WE’VE all got our own tale to tell about life – and every moment means something different to each of us.
Our own story is continually being written, and written in only a way that we really know about. We have our own context behind our eyes.
As much as life offers up its rules – written down, enforced or just the softer cultural pressures to cede to a norm, there are no real rules. Not really. All the rules are what you make of them.
And so, when we first come into this world, our life is a blank canvas. We love nothing and hate nothing. Purpose and perspective comes later. We’re a brand new sponge, unopened, yet to soak up a drop, dry as a bone, still in the wrapper.
Then comes life and its many influences. A steady flow of family, friends, school, work, sport, media, the arts. We travel, we experience, we change. And different things will mean different things to different people – every one shaped by life, experience, luck, love and everything else that comes with our time.
Some pour their heart and soul into work – it means everything to them. All their hours, all their time, all their thinking space – it’s about work, or business, or money. They live to work. They change who they are to be better at it. They follow rules written by the successful. They interpret life through the prism of business speak and that gives them a glow inside.
For others, it’s family first – a child’s smile, a mother’s hug, quality time with dad. Some have that, some don’t. Some crave it, some lose it.
And then, among it all, is football. Your club. Your team. It can easily be waved away as what my dad once described as “22 fellas kicking a ball”. For him, football never bit hard. It wasn’t for him. It’s not a big part of his life story.
But it is a big part of mine. From the magnificence of unboxing that first red Umbro kit under the Christmas tree as a kid in 1984, wanting and yearning to go to Anfield ever after, finally doing so and then the decades of obsessing that have followed, Liverpool FC and everything to do with it has been a daily infatuation.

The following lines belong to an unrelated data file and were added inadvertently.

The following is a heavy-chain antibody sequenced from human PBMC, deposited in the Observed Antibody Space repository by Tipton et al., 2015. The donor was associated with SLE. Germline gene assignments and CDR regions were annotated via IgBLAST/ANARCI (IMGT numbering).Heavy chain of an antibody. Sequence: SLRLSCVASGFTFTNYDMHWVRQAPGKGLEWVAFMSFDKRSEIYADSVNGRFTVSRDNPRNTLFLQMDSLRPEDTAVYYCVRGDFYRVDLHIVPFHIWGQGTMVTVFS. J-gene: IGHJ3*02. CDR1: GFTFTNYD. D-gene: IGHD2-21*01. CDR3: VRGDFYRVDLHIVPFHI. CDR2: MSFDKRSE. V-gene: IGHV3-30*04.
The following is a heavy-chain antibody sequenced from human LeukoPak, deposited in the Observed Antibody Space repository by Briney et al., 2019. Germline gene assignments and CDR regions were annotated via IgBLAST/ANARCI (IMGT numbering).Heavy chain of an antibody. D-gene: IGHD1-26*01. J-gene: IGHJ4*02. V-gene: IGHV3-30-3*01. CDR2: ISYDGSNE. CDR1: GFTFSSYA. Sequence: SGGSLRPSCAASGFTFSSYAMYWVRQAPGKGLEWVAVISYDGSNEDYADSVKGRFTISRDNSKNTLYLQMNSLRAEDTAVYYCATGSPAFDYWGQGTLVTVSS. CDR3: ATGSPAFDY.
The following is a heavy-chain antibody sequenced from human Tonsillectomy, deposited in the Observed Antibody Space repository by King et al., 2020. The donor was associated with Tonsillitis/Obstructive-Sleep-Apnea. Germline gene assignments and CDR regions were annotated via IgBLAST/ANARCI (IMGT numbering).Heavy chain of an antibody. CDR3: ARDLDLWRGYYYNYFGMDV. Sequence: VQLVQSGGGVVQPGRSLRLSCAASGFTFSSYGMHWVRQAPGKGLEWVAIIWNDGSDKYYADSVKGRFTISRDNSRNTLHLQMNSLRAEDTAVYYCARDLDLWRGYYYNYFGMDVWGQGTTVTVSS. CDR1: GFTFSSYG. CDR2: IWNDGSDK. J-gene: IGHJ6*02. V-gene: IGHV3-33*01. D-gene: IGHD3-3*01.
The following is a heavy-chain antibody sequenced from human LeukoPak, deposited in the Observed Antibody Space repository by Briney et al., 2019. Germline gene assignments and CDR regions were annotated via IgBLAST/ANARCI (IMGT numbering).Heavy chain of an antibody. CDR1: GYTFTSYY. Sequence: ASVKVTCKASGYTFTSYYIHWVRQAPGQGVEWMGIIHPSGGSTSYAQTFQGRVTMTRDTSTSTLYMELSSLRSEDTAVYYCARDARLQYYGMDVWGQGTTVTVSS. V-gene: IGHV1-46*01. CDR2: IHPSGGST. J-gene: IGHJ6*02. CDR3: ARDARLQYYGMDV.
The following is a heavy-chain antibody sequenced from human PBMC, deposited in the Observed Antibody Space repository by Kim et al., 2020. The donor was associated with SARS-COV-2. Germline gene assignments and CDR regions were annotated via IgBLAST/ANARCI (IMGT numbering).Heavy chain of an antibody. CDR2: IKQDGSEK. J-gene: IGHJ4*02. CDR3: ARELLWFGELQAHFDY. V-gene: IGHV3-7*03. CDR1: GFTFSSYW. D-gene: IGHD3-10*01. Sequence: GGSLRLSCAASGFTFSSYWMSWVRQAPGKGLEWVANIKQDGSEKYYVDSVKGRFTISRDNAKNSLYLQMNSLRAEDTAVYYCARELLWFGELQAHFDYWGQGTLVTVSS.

It’s left me with moments I’ll remember all my life.
The first time I glimpsed the green of the Anfield turf. The first time I saw a Liverpool captain lift a trophy. The thrill of watching a lad from the same streets I had trodden worshipped as a hero. Cardiff, Dortmund, Istanbul, Wembley. Steven Gerrard’s goal against West Ham. Michael Owen’s against Arsenal. Jerzy Dudek’s save. The list goes on and on.
And yet. That story. My story. Whether it’s age, mental state, life, love, money, work, a general sense of “what am I doing?” or all of the above, over the last 12 months or so I’ve questioned everything. Repeatedly. Obsessively.
Like countless others the world over, no doubt, my story hasn’t been a great one in recent times for lots of reasons. I wasn’t quite sure what story my life was writing. I’m still not.
As part of that, football inevitably came into the equation. Perhaps more than ever before, I was overthinking it. The money involved. The time it takes. The mental space it occupies, particularly when it’s your work as well as your pleasure.
There’s the fact, too, that we’re never far away from something that suggests the game is eating itself, that it’s changing and not necessarily for the better.
So off that inner voice goes. What would it be like if you didn’t go so much? Would it be better to spend more time with family and friends, not just the people you know via football? Saved some money? Did something else?
Because, after all, isn’t it all an unfair fight with the financially-doped clubs anyway? And how much is brilliant and how much not so? How many dark days are endured for the bright and sunshiny ones?
Being honest, a season when Liverpool clocked up a record 97 points in the Premier League and still didn’t win the thing was hardly going to help with matters. For me, for us, for them. How could all that effort, that will, that skill, those performances go unrewarded?